“We got nipped by that yellow at the wrong point,” Newgarden explained. “We were on the wrong tire. Right as we came out of the pits on the Black tires, Scott came out on new Reds. It was a yellow when we didn’t need it. To get the tires up to temperature for the restart was really our challenge in that race. Ultimately, it did us in, in Turn 1. We didn’t get a great launch off the final corner, Scott dragged alongside and completely the pass in Turn 1.

“We didn’t make that mistake last year, tire-wise, when the yellow came out at the end of the race and had a shootout.”

His win last year gave off the image of having the field under his control. But the driver pointed out it wasn’t as easy as it looked.

“That was actually a very tough drive,” Newgarden recalled. “I wish that drive was a lot easier than it was, but it was very difficult to keep Ryan Hunter-Reay behind us last year. He was really the guy hounding us the whole race and had a lot of pace, probably more pace than us in different parts of that race. Trying to keep him at bay and doing what we needed to do to get in the right window, it was not an easy drive. If it was an easy drive, we would have sprinted off into the distance a little more. We really had to work hard to hit our windows and make sure Ryan stayed behind us.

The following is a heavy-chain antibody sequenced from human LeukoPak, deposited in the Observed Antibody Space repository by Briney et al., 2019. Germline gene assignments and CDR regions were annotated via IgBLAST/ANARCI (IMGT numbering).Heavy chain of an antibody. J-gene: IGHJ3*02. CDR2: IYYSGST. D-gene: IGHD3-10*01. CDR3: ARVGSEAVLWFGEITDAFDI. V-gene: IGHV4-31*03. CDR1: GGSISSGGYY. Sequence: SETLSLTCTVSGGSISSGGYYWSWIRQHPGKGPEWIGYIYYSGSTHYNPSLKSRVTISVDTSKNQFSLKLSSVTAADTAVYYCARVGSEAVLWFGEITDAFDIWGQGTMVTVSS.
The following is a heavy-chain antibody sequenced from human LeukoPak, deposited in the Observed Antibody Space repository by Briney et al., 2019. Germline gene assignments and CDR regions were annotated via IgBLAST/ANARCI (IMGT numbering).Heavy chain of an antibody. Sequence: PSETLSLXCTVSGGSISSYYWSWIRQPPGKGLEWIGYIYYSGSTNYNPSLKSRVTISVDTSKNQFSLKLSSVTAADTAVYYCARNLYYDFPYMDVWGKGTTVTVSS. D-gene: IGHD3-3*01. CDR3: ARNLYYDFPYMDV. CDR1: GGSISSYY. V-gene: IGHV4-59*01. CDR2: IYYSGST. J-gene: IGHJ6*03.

“It was a tough day; it was a long day. We had to do a lot or work to run that whole race. We had a very consistent race car. It was very predictable and easy to drive. I had the speed and the car underneath me so that I could manage the situation.”

The ability to manage the situation is a great quality to have for any driver in the NTT IndyCar Series. In Newgarden’s case, it may be the key ingredient to winning a second IndyCar championship.